In January, I established a $300,000 line of credit with the Harris Bank. We expected to have some cash flow difficulties, and I thought this would help us cope with them. Now I’m not sure $300,000 is enough!
In mid July 2001, Dr. Mark Amsted, Chair of the Department of Obstetrics and Gynecology at Brookstone Medical School, Chief of Ob-Gyn at Brookstone Medical Center, and President of Brookstone Ob-Gyn Associates (BOGA), was concerned about his upcoming meeting with the Harris National Bank. He planned to present a request for an increase in BOGA’s line of credit. As had happened in the past, the bank’s approval of his request was critical to BOGA’s continued operations. Although the Dean of the Medical School had approved his request to approach the bank again, Dr. Amsted was uncertain about the bank’s reaction. The Brookstone Ob-Gyn Associates (A) case contains background information on BOGA, and discusses the details of Dr. Amsted’s January request to the bank for a $300,000 line of credit.
In conjunction with Dr. Amsted’s January request, the bank had asked him to prepare some projections for the 2001 operating year. He had done this, indicating that he expected 2001 revenue to be 30 percent greater than 2000 revenue. After switching to an accrual system of accounting, Dr. Amsted had been pleased to learn that 2000 had been a profitable year for the group. His projections indicated that 2001 also would be profitable.
Despite the growth in revenues and the group’s profitability, BOGA’s cash flow was once again becoming an issue. Indeed, as he began to prepare for the meeting with the bank, Dr. Amsted realized that he faced a problem related to BOGA’s cash flows. He commented:
Until 2000, we kept our financial records on what the accountants called a modified cash basis. That was pretty simple. Revenues were recorded when we received a cash payment from a patient or third party payer. Expenses were recorded when the cash was paid out. The only exception was plant and equipment purchases, where the accountants said we needed to use depreciation instead of cash as the expense.
When I applied to the Harris Bank for the line of credit, Ms. Tanshel [the bank’s loan officer] told me that a modified cash basis was not an acceptable way to present our financial statements. The bank required us to submit our statements on an accrual basis. According to our accountants, the most significant change needed to satisfy the bank’s requirement was to record our revenue when a patient received services, rather than when we actually received the related cash payment.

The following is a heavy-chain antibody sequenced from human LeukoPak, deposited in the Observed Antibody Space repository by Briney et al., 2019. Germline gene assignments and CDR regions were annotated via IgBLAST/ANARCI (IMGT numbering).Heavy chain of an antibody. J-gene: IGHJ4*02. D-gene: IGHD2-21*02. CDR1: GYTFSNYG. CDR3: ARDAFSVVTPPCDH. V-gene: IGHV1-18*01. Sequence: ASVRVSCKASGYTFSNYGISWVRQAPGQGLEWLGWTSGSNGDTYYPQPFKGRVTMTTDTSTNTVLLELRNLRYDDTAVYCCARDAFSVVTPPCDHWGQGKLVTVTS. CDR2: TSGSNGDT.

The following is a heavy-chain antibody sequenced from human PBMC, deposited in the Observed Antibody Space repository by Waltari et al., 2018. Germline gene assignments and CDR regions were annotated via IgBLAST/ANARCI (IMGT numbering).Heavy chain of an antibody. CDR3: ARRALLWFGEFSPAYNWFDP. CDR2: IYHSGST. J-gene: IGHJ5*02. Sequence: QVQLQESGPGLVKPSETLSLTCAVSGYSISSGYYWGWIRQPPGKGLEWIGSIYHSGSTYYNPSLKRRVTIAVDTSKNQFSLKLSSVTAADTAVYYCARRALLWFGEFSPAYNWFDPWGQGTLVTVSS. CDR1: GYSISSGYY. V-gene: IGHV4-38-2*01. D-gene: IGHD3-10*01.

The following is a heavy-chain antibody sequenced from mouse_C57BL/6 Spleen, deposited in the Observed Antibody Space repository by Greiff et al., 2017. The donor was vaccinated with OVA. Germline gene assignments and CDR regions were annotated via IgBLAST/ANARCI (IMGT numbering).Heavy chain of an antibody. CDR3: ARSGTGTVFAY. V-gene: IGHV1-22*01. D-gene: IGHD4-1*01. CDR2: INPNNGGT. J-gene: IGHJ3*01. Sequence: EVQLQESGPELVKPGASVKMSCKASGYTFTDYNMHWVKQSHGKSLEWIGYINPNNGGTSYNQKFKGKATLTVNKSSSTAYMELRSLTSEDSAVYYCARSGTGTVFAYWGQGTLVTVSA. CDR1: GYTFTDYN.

An operating statement for calendar year 2000, prepared on an accrual basis, is contained in Exhibit 1. The balance sheet as of 31 December 2000 is contained in Exhibit 2. Exhibit 1 also contains a projected operating statement for calendar year 2001 (prepared by Mr. Weber, BOGA’s business manager, and Dr. Amsted in January 2001), and actual operating statements for each of the first six months of 2001. The projected operating statement reflects Dr. Amsted’s expectation that 2001 revenue would grow by 30 percent over the 2000 level. Exhibit 2 contains actual balance sheets as of the end of each month for the first six months of 2001. . . .
- Using the data in Exhibit 3 and the worksheet in Exhibit 4, project the changes in the line of credit during July - December 2001. Note that the line of credit effectively is negative cash. It will increase in any given month by the same amount that cash otherwise would decrease for that month.
- What is causing the decline in cash? How big does the line of credit need to be to accommodate the cash shortfalls? When will BOGA be able to repay the line of credit to the bank? Would a return to a modified cash system eliminate the problem?
- What should Dr. Amsted do?